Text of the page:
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14. The use of consent for the purpose of data protection

14.1 This section highlights key issues that data controllers should be aware of and consider when using the Data Subject’s consent as legal grounds for the processing of Personal Data. For further information about the use of consent in the area of data protection, please contact the ODP.
Relying on consent for data protection compliance
14.2 Consent of the Data Subject is only one of several legal grounds that make the processing of Personal Data lawful. Although many data controllers view consent as the simplest route to compliance with their data protection obligations, it may not always be sufficient on its own. Having consent only ensures compliance with the requirement to process data fairly and lawfully. Data Controllers must still comply with the remaining data protection principles. This means that the Data Controllers will not be permitted to process Personal Data that are inaccurate or out of date, unnecessary, irrelevant or excessive for the specific purposes for which they were collected, even if the Data Subject had previously consented.
14.3 Additionally, Data Controllers may only rely on consent as grounds for lawful processing of Personal Data if the individual Data Subject has a genuine free choice and is subsequently able to withdraw the consent without detriment.
Definition of consent
14.4 To be valid in a data protection context, consent must be freely given, specific, informed, and unambiguous. The Data Subject must also signify his agreement to the processing of his Personal Data.
• Consent will only be deemed freely given if it is voluntary and if Data Subject is able to exercise a real choice, i.e. there is no risk of deception or coercion.
• Consent will only be deemed specific if it is given with respect to the type of Personal Data that is processed, and the exact purpose for which it is processed.
• Consent will only be deemed an informed consent if the Data Subject was given accurate and full information of all relevant issues in a clear and understandable manner. This should include the nature of the data processed, the purpose of the processing, the recipients of possible transfer, the right of the Data Subject, etc.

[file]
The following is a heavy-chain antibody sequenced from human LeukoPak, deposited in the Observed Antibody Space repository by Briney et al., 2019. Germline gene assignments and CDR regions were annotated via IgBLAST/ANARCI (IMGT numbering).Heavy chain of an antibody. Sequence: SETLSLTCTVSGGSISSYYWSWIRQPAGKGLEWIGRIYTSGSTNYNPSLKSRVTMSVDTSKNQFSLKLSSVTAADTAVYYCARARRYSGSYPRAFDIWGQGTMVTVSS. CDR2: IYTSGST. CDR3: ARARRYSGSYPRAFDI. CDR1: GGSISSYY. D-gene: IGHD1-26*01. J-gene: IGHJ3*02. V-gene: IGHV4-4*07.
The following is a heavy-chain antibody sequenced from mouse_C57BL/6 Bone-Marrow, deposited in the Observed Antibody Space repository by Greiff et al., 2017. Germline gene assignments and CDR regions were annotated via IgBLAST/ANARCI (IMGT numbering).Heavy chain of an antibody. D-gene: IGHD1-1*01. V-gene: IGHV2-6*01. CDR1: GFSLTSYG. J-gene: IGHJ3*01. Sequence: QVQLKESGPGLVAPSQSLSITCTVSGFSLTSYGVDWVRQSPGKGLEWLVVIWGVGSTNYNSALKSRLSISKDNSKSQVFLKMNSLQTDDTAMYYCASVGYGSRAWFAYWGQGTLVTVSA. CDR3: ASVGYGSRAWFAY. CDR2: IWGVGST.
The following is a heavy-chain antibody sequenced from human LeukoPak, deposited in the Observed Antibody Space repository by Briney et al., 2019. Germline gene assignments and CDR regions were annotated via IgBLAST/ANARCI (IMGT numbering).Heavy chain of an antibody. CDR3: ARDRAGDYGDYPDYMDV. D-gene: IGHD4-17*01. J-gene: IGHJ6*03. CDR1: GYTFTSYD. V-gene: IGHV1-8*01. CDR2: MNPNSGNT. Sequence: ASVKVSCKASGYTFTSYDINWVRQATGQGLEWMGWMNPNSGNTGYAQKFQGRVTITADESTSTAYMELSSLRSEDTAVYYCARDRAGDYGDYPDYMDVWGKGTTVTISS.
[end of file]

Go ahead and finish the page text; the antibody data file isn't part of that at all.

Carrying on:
• Consent will only be deemed unambiguous if the procedure to seek and to give consent leaves no doubt that the Data Subject does in fact agree to that processing. Methods to obtain unambiguous consent include express statements by the Data Subject, online forms that include a visible tick box to be ticked by individuals who agree to their data being processed in a particular way that is explained on the online form or a documents to which that form links, express oral consent, etc.
Express or Explicit consent
14.5 Express or explicit consent encompasses all situations where individuals are presented with a proposal to agree or disagree to a particular use of disclosure of their personal information and they respond actively to the question orally or in writing, consent which is inferred or implied will not normally meet the requirement of explicit consent.
At what stage must consent be obtained?
14.6 As a general rule, the Data Controller must obtain consent before processing Personal Data, particularly if it is a pre-condition for lawful processing.
What happens When a Data Subject withdraws his consent?
14.7 The Data Subject’s withdrawal of consent has no retroactive effect, this means that it will not make previous data processing that was based on the original consent unlawful. However, a withdrawal should, in principle, prevent any future processing of the Data Subject’s data unless the processing can be justified by other legal grounds.